Ron Paul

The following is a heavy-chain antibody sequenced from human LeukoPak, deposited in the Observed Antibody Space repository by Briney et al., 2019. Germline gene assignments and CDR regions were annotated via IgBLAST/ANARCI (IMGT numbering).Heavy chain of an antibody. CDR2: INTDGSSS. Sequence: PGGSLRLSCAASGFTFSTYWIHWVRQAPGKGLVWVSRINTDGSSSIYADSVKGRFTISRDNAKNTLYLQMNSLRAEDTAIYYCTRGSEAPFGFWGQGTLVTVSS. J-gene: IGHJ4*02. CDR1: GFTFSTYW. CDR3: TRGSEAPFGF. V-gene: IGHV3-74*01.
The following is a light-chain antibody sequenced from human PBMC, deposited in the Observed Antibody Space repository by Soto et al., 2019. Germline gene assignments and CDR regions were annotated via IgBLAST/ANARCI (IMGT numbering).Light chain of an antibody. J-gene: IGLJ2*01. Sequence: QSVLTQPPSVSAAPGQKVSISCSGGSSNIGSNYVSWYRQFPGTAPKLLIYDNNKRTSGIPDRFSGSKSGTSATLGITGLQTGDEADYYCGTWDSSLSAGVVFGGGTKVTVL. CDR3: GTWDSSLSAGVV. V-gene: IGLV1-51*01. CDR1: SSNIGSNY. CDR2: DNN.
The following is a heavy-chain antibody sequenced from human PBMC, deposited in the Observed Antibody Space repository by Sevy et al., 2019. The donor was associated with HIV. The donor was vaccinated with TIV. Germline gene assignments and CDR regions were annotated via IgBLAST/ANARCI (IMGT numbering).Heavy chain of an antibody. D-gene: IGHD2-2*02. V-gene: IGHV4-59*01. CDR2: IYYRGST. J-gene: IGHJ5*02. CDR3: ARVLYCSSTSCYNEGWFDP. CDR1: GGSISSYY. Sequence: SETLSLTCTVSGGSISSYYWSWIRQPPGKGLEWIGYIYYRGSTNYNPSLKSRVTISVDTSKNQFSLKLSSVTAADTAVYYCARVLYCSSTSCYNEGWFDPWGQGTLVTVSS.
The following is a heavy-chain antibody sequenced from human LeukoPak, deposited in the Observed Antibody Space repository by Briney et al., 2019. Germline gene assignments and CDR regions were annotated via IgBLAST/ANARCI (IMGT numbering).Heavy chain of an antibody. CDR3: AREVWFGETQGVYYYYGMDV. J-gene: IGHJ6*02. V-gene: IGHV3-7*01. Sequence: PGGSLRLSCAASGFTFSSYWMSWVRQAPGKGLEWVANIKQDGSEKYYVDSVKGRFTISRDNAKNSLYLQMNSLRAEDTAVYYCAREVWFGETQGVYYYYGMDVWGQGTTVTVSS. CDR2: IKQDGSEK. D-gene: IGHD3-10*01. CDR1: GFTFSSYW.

Ronald Ernest Paul (born August 20, 1935) is an American author, physician, and retired politician who served as the U.S. Representative for Texas's 22nd congressional district from 1976 to 1977 and again from 1979 to 1985, and for Texas's 14th congressional district from 1997 to 2013. On three occasions, he sought the presidency of the United States: as the Libertarian Party nominee in 1988 and as a candidate in the Republican primaries of 2008 and 2012. Paul is a critic of the federal government's fiscal policies, especially the existence of the Federal Reserve and the tax policy, as well as the military–industrial complex, and the War on Drugs. He has also been a vocal critic of mass surveillance policies such as the USA PATRIOT Act and the NSA surveillance programs. He was the first chairman of the conservative PAC Citizens for a Sound Economy and has been characterized as the "intellectual godfather" of the Tea Party movement.Paul served as a flight surgeon in the U.S. Air Force from 1963 to 1968, and worked as an obstetrician-gynecologist from the 1960s to the 1980s. He became the first Representative in history to serve concurrently with a son or daughter in the Senate when his son, Rand Paul, was elected to the U.S. Senate from Kentucky in 2010. Paul is a Senior Fellow of the Mises Institute, and has published a number of books and promoted the ideas of economists of the Austrian School such as Murray Rothbard and Ludwig von Mises during his political campaigns.